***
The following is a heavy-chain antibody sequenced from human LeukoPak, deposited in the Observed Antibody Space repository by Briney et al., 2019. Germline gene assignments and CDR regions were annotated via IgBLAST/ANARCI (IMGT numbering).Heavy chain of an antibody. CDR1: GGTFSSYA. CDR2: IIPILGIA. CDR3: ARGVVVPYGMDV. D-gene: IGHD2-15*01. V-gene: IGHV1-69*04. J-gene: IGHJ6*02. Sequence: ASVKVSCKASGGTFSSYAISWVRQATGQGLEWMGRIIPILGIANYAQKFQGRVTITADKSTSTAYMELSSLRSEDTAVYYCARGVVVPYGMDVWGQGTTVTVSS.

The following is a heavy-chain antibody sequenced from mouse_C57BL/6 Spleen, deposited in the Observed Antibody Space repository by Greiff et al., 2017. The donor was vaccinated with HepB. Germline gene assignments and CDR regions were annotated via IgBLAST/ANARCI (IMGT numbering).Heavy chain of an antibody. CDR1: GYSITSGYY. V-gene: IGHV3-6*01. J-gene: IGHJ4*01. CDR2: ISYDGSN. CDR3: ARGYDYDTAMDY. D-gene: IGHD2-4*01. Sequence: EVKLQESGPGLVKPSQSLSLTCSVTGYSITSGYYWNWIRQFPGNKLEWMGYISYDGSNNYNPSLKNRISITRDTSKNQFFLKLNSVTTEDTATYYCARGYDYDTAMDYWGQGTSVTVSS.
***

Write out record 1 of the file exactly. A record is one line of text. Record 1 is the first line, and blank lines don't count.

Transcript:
The following is a heavy-chain antibody sequenced from human LeukoPak, deposited in the Observed Antibody Space repository by Briney et al., 2019. Germline gene assignments and CDR regions were annotated via IgBLAST/ANARCI (IMGT numbering).Heavy chain of an antibody. CDR1: GGTFSSYA. CDR2: IIPILGIA. CDR3: ARGVVVPYGMDV. D-gene: IGHD2-15*01. V-gene: IGHV1-69*04. J-gene: IGHJ6*02. Sequence: ASVKVSCKASGGTFSSYAISWVRQATGQGLEWMGRIIPILGIANYAQKFQGRVTITADKSTSTAYMELSSLRSEDTAVYYCARGVVVPYGMDVWGQGTTVTVSS.